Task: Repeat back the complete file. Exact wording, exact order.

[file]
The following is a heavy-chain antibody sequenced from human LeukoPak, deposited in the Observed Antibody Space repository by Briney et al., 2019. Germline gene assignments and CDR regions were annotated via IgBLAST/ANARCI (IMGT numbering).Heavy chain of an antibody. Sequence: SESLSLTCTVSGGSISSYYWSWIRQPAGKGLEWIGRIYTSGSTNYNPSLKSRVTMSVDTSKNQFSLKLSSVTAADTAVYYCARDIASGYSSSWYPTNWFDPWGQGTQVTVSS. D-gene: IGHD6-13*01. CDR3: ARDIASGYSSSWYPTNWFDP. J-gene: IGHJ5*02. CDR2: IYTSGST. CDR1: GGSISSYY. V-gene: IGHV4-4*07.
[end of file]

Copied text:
The following is a heavy-chain antibody sequenced from human LeukoPak, deposited in the Observed Antibody Space repository by Briney et al., 2019. Germline gene assignments and CDR regions were annotated via IgBLAST/ANARCI (IMGT numbering).Heavy chain of an antibody. Sequence: SESLSLTCTVSGGSISSYYWSWIRQPAGKGLEWIGRIYTSGSTNYNPSLKSRVTMSVDTSKNQFSLKLSSVTAADTAVYYCARDIASGYSSSWYPTNWFDPWGQGTQVTVSS. D-gene: IGHD6-13*01. CDR3: ARDIASGYSSSWYPTNWFDP. J-gene: IGHJ5*02. CDR2: IYTSGST. CDR1: GGSISSYY. V-gene: IGHV4-4*07.